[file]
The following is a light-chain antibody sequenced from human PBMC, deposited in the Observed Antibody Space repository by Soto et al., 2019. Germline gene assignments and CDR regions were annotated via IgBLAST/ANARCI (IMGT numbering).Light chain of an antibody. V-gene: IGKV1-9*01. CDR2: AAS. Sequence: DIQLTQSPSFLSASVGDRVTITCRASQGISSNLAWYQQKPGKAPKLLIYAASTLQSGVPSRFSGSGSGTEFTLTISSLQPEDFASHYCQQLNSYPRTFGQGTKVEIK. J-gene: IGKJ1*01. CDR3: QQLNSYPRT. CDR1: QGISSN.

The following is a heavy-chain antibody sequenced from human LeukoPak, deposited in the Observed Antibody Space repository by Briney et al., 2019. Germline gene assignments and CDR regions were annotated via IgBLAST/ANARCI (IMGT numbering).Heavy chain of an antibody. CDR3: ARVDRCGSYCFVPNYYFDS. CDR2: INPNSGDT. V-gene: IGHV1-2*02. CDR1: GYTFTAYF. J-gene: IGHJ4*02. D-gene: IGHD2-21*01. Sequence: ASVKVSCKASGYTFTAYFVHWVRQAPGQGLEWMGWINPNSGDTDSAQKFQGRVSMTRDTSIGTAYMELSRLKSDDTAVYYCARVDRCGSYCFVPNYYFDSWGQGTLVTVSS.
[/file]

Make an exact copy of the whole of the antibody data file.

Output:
The following is a light-chain antibody sequenced from human PBMC, deposited in the Observed Antibody Space repository by Soto et al., 2019. Germline gene assignments and CDR regions were annotated via IgBLAST/ANARCI (IMGT numbering).Light chain of an antibody. V-gene: IGKV1-9*01. CDR2: AAS. Sequence: DIQLTQSPSFLSASVGDRVTITCRASQGISSNLAWYQQKPGKAPKLLIYAASTLQSGVPSRFSGSGSGTEFTLTISSLQPEDFASHYCQQLNSYPRTFGQGTKVEIK. J-gene: IGKJ1*01. CDR3: QQLNSYPRT. CDR1: QGISSN.

The following is a heavy-chain antibody sequenced from human LeukoPak, deposited in the Observed Antibody Space repository by Briney et al., 2019. Germline gene assignments and CDR regions were annotated via IgBLAST/ANARCI (IMGT numbering).Heavy chain of an antibody. CDR3: ARVDRCGSYCFVPNYYFDS. CDR2: INPNSGDT. V-gene: IGHV1-2*02. CDR1: GYTFTAYF. J-gene: IGHJ4*02. D-gene: IGHD2-21*01. Sequence: ASVKVSCKASGYTFTAYFVHWVRQAPGQGLEWMGWINPNSGDTDSAQKFQGRVSMTRDTSIGTAYMELSRLKSDDTAVYYCARVDRCGSYCFVPNYYFDSWGQGTLVTVSS.